“That whole area is really growing,” Mecke says. “[The new location] is close to everything on South Main; it’s fairly close to everything that’s on Magnolia, so it’s going to kind of bridge that Magnolia-South Main area.”
The new location will be close to other small record stores: Panther City Vinyl, a pop-up at 1506 W. Magnolia Ave.; Dreamy Life Records, at 1310 W. Allen Ave.; and Off the Record West, a cocktail bar at 715 W. Magnolia Ave. that also sells vinyl.
Besides Collective Brewing, the new Record Town location will be neighbors with Leaves Books and Tea Shop, scheduled to open this year in the same development. There is a courtyard in front of the future record and book stores, and Record Town’s new owners say they plan to have live music there.
Mecke and Reynolds say they envision a new store that looks a lot like the old one, with new and used vinyl lining the walls, and a mix of compact discs, cassettes and even a handful of 8-tracks. But they also plan to have a seated listening area in the front of the store and to increase the stock, especially older titles.
Record Town has a long connection to the Fort Worth music scene — veteran artists such as Delbert McClinton and T Bone Burnett visited the store, as did rising soul singer Leon Bridges.
“[Burnett] would come in here and listen to all kinds of music,” Reynolds says. “He and Stephen were both drawn primarily to bluegrass, folk music, acoustic music, things like that.” (Burnett and Stephen Bruton shared a Grammy Award for the soundtrack to the 2009 movie “Crazy Heart.”)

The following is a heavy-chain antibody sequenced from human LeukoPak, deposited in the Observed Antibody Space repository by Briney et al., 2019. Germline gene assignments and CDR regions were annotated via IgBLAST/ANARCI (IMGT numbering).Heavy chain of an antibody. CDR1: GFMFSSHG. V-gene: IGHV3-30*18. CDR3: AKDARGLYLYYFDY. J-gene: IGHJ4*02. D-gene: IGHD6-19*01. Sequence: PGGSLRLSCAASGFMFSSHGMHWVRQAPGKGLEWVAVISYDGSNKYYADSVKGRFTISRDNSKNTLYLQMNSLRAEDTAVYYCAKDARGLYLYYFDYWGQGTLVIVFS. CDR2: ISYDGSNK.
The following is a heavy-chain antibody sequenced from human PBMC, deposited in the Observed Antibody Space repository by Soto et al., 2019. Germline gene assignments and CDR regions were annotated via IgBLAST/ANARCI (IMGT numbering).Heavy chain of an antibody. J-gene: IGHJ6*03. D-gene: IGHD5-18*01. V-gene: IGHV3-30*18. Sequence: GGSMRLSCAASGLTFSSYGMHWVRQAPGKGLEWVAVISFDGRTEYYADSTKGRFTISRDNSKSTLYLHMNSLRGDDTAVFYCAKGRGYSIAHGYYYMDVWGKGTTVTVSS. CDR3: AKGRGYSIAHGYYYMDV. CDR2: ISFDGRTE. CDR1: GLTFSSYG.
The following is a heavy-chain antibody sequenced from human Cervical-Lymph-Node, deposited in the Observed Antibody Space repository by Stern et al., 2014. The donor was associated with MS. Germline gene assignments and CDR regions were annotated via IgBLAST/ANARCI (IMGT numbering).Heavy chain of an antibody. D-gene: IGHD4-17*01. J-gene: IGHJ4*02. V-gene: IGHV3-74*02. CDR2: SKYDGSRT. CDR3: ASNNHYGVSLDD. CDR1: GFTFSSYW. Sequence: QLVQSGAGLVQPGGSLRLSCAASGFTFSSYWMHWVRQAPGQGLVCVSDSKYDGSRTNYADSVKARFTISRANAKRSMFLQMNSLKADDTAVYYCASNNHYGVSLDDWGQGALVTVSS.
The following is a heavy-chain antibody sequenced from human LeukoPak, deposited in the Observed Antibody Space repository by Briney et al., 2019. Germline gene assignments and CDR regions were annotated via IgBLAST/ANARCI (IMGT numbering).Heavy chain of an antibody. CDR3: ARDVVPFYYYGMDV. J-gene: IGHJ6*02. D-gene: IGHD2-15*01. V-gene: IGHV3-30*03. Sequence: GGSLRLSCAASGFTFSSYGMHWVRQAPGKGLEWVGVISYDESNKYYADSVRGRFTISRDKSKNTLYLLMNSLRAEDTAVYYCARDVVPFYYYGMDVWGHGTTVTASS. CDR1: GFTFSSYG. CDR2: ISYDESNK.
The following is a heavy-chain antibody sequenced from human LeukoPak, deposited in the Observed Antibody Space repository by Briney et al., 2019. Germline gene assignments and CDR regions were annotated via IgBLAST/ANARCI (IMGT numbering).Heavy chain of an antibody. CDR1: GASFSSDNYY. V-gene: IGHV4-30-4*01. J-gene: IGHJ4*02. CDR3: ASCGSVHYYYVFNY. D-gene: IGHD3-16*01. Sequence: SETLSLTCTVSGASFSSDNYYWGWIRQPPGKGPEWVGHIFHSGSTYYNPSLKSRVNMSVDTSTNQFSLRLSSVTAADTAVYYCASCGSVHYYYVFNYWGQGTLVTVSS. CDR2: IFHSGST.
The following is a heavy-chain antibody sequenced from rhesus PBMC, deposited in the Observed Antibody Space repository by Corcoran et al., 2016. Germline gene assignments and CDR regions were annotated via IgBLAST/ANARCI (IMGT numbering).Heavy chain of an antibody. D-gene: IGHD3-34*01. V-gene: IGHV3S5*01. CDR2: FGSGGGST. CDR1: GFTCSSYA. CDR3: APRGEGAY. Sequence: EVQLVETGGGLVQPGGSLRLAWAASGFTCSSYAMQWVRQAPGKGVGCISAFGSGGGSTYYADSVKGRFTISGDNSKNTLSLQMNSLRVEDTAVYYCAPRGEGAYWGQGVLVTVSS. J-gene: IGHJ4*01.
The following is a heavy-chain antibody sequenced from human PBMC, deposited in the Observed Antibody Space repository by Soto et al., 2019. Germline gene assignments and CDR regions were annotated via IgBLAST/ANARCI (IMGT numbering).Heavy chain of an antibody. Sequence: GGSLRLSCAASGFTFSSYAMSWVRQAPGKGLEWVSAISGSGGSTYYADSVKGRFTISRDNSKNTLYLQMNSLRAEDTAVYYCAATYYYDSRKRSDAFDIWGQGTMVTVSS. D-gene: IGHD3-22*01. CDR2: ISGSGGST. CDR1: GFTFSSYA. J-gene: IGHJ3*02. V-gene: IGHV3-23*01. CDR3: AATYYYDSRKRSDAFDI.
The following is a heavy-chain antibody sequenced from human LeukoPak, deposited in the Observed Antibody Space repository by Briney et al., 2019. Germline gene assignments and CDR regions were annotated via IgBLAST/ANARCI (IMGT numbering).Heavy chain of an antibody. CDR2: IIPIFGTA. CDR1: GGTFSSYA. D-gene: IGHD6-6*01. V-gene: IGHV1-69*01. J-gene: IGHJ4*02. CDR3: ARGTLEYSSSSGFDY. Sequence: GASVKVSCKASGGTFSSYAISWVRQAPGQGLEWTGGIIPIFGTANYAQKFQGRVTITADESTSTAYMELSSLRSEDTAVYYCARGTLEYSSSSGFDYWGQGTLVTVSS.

“If there was any local people made good, and this includes Betty Buckley, certainly Stephen [with] all the Kristofferson stuff, [the store] would really talk it up,” Reynolds says. “When the ‘Cats’ soundtrack came out, they made sure they had plenty of copies, because of Betty Buckley.”
Reynolds says he walked in one Saturday when Sumter Bruton III was behind the counter, and a young man came in behind him. He went back to the back, took a guitar off the wall, sat on a stool and played a little bit.
“I’d hear him kinda hum and it sounded kinda nice, a little Sam Cooke-like, y’know?” Reynolds says. “About 15 minutes later, he’d hang it up and thank Sumter and go on out the door. I said, ‘Who was that?’ ‘Oh, it’s this guy Todd Bridges. He’s a real nice guy, he doesn’t have a guitar so he comes in.'” Todd Bridges became Leon Bridges.
Unlike the University Drive store, the new location will have a website. Milan, who was a cashier at the store for a few years in the mid-’70s, says he remembers Kathleen Bruton painstakingly noting the catalog numbers of albums by hand every time a purchase was made. “That was the Bruton bookkeeping way,” he says.
Reynolds says that the inventory for the store will be packed up on Monday and moved on Tuesday. Work needs to be done on the floors, and the famous Record Town sign with Nipper the RCA dog in the middle, which hasn’t lit up for at least six years, is being refurbished and will glow once again. But it may be a few months before it’s back up on the new location.
“I have to admit, it’s going to be strange to open Record Town, even though it’s us, in a new location,” Reynolds says. “I can’t really stress enough the sort of historical imprimatur, if you will, of this place.”
Mecke adds: “I felt sad walking through the back door this morning. I hate to close this chapter, but the new chapter’s going to be incredible.”
This report includes material from Star-Telegram archives.